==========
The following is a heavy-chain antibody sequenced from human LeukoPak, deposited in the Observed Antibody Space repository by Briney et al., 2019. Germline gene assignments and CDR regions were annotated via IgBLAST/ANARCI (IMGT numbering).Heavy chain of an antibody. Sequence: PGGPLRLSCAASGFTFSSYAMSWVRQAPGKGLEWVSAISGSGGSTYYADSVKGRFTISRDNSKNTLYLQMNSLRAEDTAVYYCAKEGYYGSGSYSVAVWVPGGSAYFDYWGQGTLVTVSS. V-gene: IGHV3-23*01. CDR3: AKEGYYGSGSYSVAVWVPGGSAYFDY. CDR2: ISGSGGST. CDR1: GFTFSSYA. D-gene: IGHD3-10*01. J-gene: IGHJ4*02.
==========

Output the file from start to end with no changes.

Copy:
The following is a heavy-chain antibody sequenced from human LeukoPak, deposited in the Observed Antibody Space repository by Briney et al., 2019. Germline gene assignments and CDR regions were annotated via IgBLAST/ANARCI (IMGT numbering).Heavy chain of an antibody. Sequence: PGGPLRLSCAASGFTFSSYAMSWVRQAPGKGLEWVSAISGSGGSTYYADSVKGRFTISRDNSKNTLYLQMNSLRAEDTAVYYCAKEGYYGSGSYSVAVWVPGGSAYFDYWGQGTLVTVSS. V-gene: IGHV3-23*01. CDR3: AKEGYYGSGSYSVAVWVPGGSAYFDY. CDR2: ISGSGGST. CDR1: GFTFSSYA. D-gene: IGHD3-10*01. J-gene: IGHJ4*02.